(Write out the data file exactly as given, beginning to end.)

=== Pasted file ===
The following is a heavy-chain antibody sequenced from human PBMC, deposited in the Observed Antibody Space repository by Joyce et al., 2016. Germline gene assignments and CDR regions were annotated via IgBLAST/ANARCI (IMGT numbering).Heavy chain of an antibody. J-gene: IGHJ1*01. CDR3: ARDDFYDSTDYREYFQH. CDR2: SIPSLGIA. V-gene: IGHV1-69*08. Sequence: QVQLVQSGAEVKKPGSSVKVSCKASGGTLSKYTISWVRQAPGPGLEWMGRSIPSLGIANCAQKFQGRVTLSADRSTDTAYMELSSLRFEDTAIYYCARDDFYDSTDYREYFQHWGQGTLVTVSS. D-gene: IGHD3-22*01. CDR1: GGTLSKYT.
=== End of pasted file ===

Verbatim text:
The following is a heavy-chain antibody sequenced from human PBMC, deposited in the Observed Antibody Space repository by Joyce et al., 2016. Germline gene assignments and CDR regions were annotated via IgBLAST/ANARCI (IMGT numbering).Heavy chain of an antibody. J-gene: IGHJ1*01. CDR3: ARDDFYDSTDYREYFQH. CDR2: SIPSLGIA. V-gene: IGHV1-69*08. Sequence: QVQLVQSGAEVKKPGSSVKVSCKASGGTLSKYTISWVRQAPGPGLEWMGRSIPSLGIANCAQKFQGRVTLSADRSTDTAYMELSSLRFEDTAIYYCARDDFYDSTDYREYFQHWGQGTLVTVSS. D-gene: IGHD3-22*01. CDR1: GGTLSKYT.